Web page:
Yet there remains a pressing issue of there not being enough qualified workers available. Only three of the 28 top-ranked Canadian universities offer relevant blockchain certifications, compared to six offering certifications in artificial intelligence. When asked if companies are finding and hiring skilled employees for their blockchain team outside of Canada, 60 percent of those polled replied yes, demonstrating a lack of homegrown Canadian talent availability.
Region and industry
In Canada, more than 400 ventures are leveraging distributed ledger technologies (DLT) and other related innovations that are part of the blockchain industry, according to the report. Ontario (52 percent share) and British Columbia (29 percent) are listed as the main “micro-clusters” of activity, with Quebec and Alberta growing in prominence and representing nine percent and eight percent of the blockchain activities, respectively.
One of the major blockchain focus areas for Canadian companies is digital asset infrastructure (30 percent), with financial services and trading platforms representing 24 percent, and digital asset mining representing six percent of activity in Canada’s blockchain ecosystem.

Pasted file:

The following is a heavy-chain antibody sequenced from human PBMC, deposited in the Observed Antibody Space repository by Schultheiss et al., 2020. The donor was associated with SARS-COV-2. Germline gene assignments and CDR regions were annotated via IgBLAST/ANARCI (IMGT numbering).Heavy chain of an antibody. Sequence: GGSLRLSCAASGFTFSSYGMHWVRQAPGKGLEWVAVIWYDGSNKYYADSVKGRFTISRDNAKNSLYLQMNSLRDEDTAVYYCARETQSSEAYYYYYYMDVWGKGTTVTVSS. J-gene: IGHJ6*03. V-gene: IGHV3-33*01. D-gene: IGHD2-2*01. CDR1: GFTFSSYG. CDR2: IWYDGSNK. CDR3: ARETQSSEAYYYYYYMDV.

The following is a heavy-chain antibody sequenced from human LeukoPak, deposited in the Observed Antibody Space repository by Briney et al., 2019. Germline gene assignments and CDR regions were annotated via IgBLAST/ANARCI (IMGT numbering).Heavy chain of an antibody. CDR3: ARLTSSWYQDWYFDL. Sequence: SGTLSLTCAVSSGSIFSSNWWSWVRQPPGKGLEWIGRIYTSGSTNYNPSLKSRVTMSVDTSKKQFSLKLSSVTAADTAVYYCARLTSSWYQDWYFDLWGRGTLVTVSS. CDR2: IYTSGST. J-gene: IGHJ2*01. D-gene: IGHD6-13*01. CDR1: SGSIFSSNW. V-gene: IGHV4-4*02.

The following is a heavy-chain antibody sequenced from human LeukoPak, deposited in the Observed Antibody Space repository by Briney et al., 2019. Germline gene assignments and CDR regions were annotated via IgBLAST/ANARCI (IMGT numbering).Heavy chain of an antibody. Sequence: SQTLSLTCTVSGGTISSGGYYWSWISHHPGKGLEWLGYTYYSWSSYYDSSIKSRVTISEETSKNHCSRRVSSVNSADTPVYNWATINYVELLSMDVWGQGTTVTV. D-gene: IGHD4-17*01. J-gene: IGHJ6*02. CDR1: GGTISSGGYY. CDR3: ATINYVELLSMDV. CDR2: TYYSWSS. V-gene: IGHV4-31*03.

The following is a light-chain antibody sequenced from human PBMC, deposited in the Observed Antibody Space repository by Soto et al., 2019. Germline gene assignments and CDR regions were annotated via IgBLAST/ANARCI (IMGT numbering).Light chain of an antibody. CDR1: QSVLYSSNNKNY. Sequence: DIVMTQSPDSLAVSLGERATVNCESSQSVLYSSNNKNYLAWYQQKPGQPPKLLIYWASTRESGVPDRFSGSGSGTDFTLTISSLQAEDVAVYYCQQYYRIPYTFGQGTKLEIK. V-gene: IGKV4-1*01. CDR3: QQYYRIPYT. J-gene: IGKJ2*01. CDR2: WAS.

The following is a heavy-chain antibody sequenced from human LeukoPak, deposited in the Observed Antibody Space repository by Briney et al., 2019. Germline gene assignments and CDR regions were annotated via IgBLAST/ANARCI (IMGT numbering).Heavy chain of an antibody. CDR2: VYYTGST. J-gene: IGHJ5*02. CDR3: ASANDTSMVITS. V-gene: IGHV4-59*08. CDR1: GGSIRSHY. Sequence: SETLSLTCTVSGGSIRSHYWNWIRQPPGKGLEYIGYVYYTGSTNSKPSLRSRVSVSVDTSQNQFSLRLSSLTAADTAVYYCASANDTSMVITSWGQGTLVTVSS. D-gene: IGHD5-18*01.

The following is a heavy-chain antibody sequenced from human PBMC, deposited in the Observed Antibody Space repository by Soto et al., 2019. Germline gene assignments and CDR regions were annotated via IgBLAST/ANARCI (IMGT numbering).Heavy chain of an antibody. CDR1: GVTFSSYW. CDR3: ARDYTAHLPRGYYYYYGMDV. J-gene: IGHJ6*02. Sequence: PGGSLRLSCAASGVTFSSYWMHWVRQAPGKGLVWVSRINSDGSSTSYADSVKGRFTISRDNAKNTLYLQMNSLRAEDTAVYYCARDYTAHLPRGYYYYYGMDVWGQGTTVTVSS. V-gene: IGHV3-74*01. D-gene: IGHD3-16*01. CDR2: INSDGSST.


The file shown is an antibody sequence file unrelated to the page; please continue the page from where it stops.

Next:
In Central Canada, Toronto is seen as the financial hub of the country, with blockchain activity in the city taking place mainly in financial services segments like trading platforms. The report pointed to well-known companies operating in the space including Coinsquare and Coinberry.
In Western Canada, which sees 37 percent of all Canadian blockchain activities, there is also a focus on crypto mining, digital asset and currency applications, marketplace intelligence, and risk assessment, with Vancouver companies like Dapper Labs’ CryptoKitties and Neptune Dash. In Alberta, the ecosystem is using blockchain in supply-chain solutions for petroleum, agriculture, and other natural resource sectors, stated the report.
Eastern Canada sees blockchain activity as well, with companies focusing primarily on supply-chain solutions, such as Halifax-based Peer Ledger, which is helping parties to collaborate on protecting human rights and safety, minimizing environmental impact, and reducing counterfeiting in global supply chains.
The report concluded that, overall, the information collected creates a “compelling picture” of the opportunity Canada has to leverage its existing blockchain ecosystem. The Chamber of Digital Commerce Canada stated that given the pace of growth, now is the time to develop a “road map and national plan” to harness that potential.
With files from Caitlin Hotchkiss